This week the letter is C. Recently my wife and I took a trip to the Oregon Coast for a family reunion. We flew out of Tulsa, Oklahoma in an ice storm. Our plane was late taking off and we had to jog through the airport in Denver to make our connecting flight. We just made it on the plane, but our suitcases didn't. The rest of the flight to Portland was uneventful.
It had been more than 10 years since I had visited the Northwest and the Oregon Coast. Although we had one very rainy day while we were there, the weather was lovely and we had one day of absolutely perfect weather with beautiful blue skies. We spent the day visiting Depoe Bay and the Yaquina Head Lighthouse.
DEPOE BAY, OREGON
YAQUINA HEAD LIGHTHOUSE
On Friday even though the weather was bad we had a great time. The stormy weather made the ocean very turbulent and it was great watching the waves splash at the spouting horns in Depoe Bay.
SPOUTING HORNS - DEPOE BAY, OREGON
Because of the wet weather we decided that it would be a good day to visit the Oregon Coast Aquarium in Newport. The aquarium is excellent and we had a great time there.
FEEDING THE SHARKS
Every morning I enjoyed walking along the beach as the sun rose. Our condo that was so graciously provided for us by the Boyds had beach access. I love the sights and sounds of the ocean.
FOOTPRINTS ON THE BEACH
WAVES AS THE SUN COMES UP
EARLY MORNING MOON OVER THE OCEAN
The only thing more beautiful than the beach and waves rolling in first thing in the morning is seeing the beautiful sunsets over the ocean as the sun is going down.
THE BEACH AT SUNSET
We had a wonderful time for the four days we were able to spend on the Oregon coast. My wife and I both love the ocean. The family reunion was lovely and we enjoyed visiting with everyone. Everyone we met made us feel welcome; well almost everyone.
How many Bibles do you own? I did a quick inventory at my house and counted over 50. I love to collect Bibles.
There are eight billion Bibles in the world. That's more than one for each person on the earth. This does not include digital versions of the Bible on computers, ebook readers and iPhones. Over 190,000 Bibles are sold or given away every day. But despite all that, according to a Christianity Today survey, less than 10% of professed Christians regularly read their Bible. What that basically means is that we as Christians are biblically illiterate.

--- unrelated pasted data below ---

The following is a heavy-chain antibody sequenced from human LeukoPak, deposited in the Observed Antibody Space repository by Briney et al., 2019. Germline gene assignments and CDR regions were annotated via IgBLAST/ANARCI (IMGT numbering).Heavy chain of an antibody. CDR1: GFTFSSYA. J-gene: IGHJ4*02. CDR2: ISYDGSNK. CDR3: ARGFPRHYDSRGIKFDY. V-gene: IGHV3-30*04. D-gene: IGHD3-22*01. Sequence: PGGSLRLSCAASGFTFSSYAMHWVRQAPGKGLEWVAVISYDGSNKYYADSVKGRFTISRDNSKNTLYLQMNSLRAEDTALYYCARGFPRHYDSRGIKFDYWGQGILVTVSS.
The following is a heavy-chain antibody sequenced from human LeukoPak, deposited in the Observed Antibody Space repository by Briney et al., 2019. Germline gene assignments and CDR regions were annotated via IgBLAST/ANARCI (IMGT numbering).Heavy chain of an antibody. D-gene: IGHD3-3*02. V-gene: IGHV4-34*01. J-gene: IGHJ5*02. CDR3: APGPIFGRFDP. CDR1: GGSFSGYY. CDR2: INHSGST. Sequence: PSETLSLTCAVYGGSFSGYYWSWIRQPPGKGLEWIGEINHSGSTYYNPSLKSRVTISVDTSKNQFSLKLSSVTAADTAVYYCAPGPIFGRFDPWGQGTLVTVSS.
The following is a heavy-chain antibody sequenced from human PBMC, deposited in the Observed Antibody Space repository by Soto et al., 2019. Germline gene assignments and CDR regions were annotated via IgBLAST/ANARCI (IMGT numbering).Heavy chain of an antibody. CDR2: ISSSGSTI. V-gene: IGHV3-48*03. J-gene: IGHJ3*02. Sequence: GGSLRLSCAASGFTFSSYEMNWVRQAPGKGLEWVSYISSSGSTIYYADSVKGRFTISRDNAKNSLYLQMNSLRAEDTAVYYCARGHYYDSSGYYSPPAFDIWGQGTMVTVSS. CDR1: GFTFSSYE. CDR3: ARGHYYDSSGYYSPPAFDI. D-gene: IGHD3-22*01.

In Ephesians 6:11-13 Paul writes, “Put on the whole armor of God, that you may be able to stand against the wiles of the devil. For we do not wrestle against flesh and blood, but against principalities, against powers, against the rulers of the darkness of this age, against spiritual hosts of wickedness in the heavenly places. Therefore take up the whole armor of God, that you may be able to withstand in the evil day, and having done all, to stand.”
If we are in a battle like this armor is important. No soldier would want to go into battle without armor. There has been a lot of controversy surrounding the body armor provided to U.S. troops. A January 3, 2011 Inspector General Report is the fourth report in less than three years criticizing the body armor program. It is an important issue because we want our troops to have the best armor available. We as Christians also need to make sure that we have the best armor available when we go into battle against the Devil. What armor is available to us?